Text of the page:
Key outcomes of care coordination are:

  • Greater patient participation and satisfaction.
  • Closed gaps and inequalities in access to care addressed.
  • Improved quality outcomes and potential to leverage quality financial incentives.
  • Decreased staff burnout and duplication of services (i.e., “let the system do the work”).

Effective care coordination helps to reduce health inequities and address social needs among different populations by better identifying and then working to address a broad range of patient needs. When care coordination is effective, the patient is at the center of care and the patient's cultural, social and health needs are incorporated into a plan of care. By identifying outside clinical supports (e.g., hospital care, specialist care) and social supports (e.g., housing, transportation and food assistance) and creating pathways for coordination, the practice promotes equity by facilitating access to these services for all patients who need them. As part of a care coordination strategy, practices should consider the growing number of “aggregator” organizations (see the “Resources” section below) that partner with community-based programs and resources centered around addressing social needs, such as housing, food and community. Many of these community-based programs are tailored for specific demographic groups and can support patients in meeting their needs in a culturally competent way.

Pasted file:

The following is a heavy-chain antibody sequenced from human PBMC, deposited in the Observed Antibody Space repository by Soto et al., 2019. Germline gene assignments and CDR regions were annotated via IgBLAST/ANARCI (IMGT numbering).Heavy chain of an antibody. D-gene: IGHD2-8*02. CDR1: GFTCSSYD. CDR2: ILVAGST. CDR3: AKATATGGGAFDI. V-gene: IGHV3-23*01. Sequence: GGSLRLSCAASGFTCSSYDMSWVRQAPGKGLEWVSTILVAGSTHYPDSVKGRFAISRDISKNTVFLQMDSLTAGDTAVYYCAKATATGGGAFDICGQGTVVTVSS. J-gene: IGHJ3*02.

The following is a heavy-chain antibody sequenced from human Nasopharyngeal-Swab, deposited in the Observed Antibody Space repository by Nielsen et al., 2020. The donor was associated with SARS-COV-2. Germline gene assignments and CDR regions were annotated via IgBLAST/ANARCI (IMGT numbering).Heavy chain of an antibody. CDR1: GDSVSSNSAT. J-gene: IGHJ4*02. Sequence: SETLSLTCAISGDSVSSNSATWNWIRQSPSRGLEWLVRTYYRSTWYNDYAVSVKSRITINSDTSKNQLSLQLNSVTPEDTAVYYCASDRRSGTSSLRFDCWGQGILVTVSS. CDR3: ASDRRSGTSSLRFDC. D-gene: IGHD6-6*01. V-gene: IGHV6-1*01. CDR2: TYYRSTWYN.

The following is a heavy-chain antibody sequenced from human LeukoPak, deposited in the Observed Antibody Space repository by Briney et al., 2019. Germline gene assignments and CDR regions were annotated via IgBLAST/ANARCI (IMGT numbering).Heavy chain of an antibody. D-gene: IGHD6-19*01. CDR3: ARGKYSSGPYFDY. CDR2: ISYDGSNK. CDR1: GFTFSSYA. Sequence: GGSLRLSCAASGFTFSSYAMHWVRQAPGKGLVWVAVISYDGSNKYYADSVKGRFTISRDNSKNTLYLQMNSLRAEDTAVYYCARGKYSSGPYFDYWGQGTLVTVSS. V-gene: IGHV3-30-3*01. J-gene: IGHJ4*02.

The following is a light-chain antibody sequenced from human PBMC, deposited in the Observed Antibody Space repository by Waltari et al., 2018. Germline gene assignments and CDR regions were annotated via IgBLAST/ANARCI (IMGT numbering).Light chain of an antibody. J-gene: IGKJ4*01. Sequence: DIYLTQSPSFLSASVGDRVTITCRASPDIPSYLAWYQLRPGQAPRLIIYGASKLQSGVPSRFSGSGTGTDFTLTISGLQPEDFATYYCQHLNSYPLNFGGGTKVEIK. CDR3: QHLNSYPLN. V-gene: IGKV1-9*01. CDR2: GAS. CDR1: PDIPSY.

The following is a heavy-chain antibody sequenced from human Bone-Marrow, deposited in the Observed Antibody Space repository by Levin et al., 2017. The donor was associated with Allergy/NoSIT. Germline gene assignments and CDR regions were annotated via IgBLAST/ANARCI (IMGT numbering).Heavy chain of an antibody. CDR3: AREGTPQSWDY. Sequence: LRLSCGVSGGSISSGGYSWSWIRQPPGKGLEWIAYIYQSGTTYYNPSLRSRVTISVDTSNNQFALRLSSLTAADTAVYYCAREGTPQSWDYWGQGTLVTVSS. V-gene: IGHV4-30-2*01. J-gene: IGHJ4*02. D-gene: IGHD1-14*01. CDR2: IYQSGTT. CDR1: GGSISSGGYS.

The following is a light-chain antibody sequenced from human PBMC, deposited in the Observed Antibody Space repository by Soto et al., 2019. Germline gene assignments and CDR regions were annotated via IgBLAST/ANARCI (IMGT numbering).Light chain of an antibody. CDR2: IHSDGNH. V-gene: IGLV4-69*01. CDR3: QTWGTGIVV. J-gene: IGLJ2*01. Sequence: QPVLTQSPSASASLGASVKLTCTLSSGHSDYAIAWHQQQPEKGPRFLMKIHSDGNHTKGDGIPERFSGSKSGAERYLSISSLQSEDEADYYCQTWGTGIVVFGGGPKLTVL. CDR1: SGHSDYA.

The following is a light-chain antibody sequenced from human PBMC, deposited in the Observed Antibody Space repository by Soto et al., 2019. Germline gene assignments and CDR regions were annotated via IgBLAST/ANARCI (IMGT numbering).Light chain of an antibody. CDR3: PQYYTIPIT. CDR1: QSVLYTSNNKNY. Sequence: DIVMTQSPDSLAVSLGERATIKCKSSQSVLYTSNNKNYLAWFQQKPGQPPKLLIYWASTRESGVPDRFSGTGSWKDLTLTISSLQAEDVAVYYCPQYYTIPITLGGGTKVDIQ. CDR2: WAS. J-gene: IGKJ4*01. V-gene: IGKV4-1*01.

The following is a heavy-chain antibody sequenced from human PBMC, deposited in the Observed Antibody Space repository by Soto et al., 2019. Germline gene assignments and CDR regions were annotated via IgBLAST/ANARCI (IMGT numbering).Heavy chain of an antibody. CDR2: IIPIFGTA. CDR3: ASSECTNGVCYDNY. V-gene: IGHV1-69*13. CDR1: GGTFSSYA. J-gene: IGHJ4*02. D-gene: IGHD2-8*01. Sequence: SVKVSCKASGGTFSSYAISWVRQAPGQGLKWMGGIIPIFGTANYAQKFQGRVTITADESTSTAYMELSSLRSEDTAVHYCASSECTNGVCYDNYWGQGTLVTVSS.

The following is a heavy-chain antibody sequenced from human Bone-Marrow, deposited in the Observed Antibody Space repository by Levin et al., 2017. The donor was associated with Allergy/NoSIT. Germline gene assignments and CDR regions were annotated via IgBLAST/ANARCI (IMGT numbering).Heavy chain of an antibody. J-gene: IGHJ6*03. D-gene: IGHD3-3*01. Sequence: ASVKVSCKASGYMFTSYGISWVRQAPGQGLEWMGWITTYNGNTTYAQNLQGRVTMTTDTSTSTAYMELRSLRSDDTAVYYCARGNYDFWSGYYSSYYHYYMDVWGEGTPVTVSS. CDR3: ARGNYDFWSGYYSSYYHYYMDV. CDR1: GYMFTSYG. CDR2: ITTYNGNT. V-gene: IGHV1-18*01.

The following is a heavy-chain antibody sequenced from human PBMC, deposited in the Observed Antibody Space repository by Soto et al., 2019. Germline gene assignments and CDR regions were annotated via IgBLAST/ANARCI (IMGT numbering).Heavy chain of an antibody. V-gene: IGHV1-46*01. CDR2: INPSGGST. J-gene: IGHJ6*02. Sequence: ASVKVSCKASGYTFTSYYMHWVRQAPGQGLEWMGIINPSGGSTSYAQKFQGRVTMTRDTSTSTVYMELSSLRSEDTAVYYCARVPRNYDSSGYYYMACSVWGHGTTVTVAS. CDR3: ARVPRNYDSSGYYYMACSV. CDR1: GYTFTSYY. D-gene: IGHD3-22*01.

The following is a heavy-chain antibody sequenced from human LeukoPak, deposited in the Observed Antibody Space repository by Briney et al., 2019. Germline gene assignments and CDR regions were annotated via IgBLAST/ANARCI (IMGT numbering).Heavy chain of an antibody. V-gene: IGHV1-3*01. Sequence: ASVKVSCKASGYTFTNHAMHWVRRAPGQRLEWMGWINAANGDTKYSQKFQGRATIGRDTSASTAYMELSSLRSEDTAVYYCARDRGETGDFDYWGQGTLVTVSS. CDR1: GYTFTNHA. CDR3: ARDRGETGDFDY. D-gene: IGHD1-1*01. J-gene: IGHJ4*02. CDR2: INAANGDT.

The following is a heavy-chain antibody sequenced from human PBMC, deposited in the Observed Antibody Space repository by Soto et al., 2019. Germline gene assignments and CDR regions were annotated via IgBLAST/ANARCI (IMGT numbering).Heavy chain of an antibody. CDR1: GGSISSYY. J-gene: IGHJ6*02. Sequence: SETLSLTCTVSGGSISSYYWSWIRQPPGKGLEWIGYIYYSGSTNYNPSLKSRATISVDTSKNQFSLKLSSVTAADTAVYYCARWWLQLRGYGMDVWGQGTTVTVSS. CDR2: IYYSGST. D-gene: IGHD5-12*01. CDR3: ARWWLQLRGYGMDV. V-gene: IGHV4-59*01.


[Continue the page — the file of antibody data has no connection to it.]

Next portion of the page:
Technology can be used to streamline and enhance care coordination. Care coordination technology tools can support care coordination activities such as registry, clinical decision support, care gap reporting, and patient outreach and engagement. See additional considerations under the “Address connectivity” section below.

Practices can use a care coordination self-assessment tool, such as those referenced in the action steps below) to determine if additional technology support would be indicated.

Registry and care gap reporting

Practices can use an analytics platform to identify patients and group patients together who have similar needs. Your practice can then tailor interventions to meet the needs of a population. For example, a practice can use data to identify those people who have not had a visit in the past year or those who are due for colon cancer screening. Data can come directly from the medical records or from claims data that is submitted to the payor.